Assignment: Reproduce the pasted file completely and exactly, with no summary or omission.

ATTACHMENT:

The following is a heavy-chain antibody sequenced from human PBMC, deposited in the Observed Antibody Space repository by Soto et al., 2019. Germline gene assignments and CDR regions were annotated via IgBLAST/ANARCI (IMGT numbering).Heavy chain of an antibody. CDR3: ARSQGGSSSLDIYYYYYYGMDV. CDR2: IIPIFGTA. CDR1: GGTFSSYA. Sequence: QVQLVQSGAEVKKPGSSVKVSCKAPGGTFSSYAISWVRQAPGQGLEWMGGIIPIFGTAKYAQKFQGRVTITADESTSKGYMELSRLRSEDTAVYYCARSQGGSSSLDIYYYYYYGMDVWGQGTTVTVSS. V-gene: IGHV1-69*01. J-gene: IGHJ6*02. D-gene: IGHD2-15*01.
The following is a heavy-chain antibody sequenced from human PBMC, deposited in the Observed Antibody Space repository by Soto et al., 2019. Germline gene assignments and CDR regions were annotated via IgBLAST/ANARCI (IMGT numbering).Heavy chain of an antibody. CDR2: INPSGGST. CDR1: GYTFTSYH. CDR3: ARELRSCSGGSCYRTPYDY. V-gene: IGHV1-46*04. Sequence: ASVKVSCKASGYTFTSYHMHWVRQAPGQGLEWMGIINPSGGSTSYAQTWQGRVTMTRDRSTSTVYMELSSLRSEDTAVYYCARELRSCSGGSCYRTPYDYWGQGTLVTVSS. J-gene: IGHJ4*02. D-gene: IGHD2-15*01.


The following is a heavy-chain antibody sequenced from human PBMC, deposited in the Observed Antibody Space repository by Soto et al., 2019. Germline gene assignments and CDR regions were annotated via IgBLAST/ANARCI (IMGT numbering).Heavy chain of an antibody. CDR3: ARSQGGSSSLDIYYYYYYGMDV. CDR2: IIPIFGTA. CDR1: GGTFSSYA. Sequence: QVQLVQSGAEVKKPGSSVKVSCKAPGGTFSSYAISWVRQAPGQGLEWMGGIIPIFGTAKYAQKFQGRVTITADESTSKGYMELSRLRSEDTAVYYCARSQGGSSSLDIYYYYYYGMDVWGQGTTVTVSS. V-gene: IGHV1-69*01. J-gene: IGHJ6*02. D-gene: IGHD2-15*01.
The following is a heavy-chain antibody sequenced from human PBMC, deposited in the Observed Antibody Space repository by Soto et al., 2019. Germline gene assignments and CDR regions were annotated via IgBLAST/ANARCI (IMGT numbering).Heavy chain of an antibody. CDR2: INPSGGST. CDR1: GYTFTSYH. CDR3: ARELRSCSGGSCYRTPYDY. V-gene: IGHV1-46*04. Sequence: ASVKVSCKASGYTFTSYHMHWVRQAPGQGLEWMGIINPSGGSTSYAQTWQGRVTMTRDRSTSTVYMELSSLRSEDTAVYYCARELRSCSGGSCYRTPYDYWGQGTLVTVSS. J-gene: IGHJ4*02. D-gene: IGHD2-15*01.